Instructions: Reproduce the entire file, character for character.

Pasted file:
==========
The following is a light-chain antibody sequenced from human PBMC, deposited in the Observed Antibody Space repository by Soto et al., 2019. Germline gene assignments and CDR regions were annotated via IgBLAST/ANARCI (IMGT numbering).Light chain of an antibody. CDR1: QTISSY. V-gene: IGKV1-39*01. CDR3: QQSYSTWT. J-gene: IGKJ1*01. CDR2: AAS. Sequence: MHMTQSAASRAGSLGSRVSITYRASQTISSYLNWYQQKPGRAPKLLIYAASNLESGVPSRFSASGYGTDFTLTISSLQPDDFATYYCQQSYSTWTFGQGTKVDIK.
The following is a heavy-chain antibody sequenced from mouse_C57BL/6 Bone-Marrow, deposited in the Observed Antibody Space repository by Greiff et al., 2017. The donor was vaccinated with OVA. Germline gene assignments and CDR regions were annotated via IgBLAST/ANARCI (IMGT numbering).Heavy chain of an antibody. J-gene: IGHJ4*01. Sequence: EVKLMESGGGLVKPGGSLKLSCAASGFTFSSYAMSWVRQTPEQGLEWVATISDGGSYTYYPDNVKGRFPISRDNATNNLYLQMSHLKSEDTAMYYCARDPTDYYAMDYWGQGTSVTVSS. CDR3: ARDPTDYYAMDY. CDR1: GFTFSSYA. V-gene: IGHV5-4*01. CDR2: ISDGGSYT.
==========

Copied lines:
The following is a light-chain antibody sequenced from human PBMC, deposited in the Observed Antibody Space repository by Soto et al., 2019. Germline gene assignments and CDR regions were annotated via IgBLAST/ANARCI (IMGT numbering).Light chain of an antibody. CDR1: QTISSY. V-gene: IGKV1-39*01. CDR3: QQSYSTWT. J-gene: IGKJ1*01. CDR2: AAS. Sequence: MHMTQSAASRAGSLGSRVSITYRASQTISSYLNWYQQKPGRAPKLLIYAASNLESGVPSRFSASGYGTDFTLTISSLQPDDFATYYCQQSYSTWTFGQGTKVDIK.
The following is a heavy-chain antibody sequenced from mouse_C57BL/6 Bone-Marrow, deposited in the Observed Antibody Space repository by Greiff et al., 2017. The donor was vaccinated with OVA. Germline gene assignments and CDR regions were annotated via IgBLAST/ANARCI (IMGT numbering).Heavy chain of an antibody. J-gene: IGHJ4*01. Sequence: EVKLMESGGGLVKPGGSLKLSCAASGFTFSSYAMSWVRQTPEQGLEWVATISDGGSYTYYPDNVKGRFPISRDNATNNLYLQMSHLKSEDTAMYYCARDPTDYYAMDYWGQGTSVTVSS. CDR3: ARDPTDYYAMDY. CDR1: GFTFSSYA. V-gene: IGHV5-4*01. CDR2: ISDGGSYT.